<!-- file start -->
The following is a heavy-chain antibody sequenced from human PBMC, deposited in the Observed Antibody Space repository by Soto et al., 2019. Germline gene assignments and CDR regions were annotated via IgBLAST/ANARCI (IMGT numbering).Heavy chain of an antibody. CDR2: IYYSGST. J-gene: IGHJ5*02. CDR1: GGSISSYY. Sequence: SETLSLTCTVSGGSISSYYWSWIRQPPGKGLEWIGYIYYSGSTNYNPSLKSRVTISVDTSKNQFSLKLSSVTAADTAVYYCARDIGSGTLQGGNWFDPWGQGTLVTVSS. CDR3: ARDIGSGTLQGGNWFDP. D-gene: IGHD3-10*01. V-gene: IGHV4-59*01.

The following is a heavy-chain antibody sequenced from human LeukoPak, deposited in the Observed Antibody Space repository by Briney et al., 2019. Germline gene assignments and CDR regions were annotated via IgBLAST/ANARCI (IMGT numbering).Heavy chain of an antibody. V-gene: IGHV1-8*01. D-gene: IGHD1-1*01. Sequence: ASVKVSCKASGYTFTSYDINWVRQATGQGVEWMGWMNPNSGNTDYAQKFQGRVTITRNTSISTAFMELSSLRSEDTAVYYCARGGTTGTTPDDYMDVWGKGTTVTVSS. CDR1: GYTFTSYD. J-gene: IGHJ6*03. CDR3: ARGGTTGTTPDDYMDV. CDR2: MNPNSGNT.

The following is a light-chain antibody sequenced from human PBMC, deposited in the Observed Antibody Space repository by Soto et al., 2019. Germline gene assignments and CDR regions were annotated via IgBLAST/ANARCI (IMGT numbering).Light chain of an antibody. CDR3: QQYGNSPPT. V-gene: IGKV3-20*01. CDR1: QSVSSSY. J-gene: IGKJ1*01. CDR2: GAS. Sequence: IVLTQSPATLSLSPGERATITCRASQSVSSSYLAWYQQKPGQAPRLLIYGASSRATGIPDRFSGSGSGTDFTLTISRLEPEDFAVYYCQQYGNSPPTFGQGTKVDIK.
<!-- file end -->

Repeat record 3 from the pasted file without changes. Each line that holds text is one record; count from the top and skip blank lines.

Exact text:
The following is a light-chain antibody sequenced from human PBMC, deposited in the Observed Antibody Space repository by Soto et al., 2019. Germline gene assignments and CDR regions were annotated via IgBLAST/ANARCI (IMGT numbering).Light chain of an antibody. CDR3: QQYGNSPPT. V-gene: IGKV3-20*01. CDR1: QSVSSSY. J-gene: IGKJ1*01. CDR2: GAS. Sequence: IVLTQSPATLSLSPGERATITCRASQSVSSSYLAWYQQKPGQAPRLLIYGASSRATGIPDRFSGSGSGTDFTLTISRLEPEDFAVYYCQQYGNSPPTFGQGTKVDIK.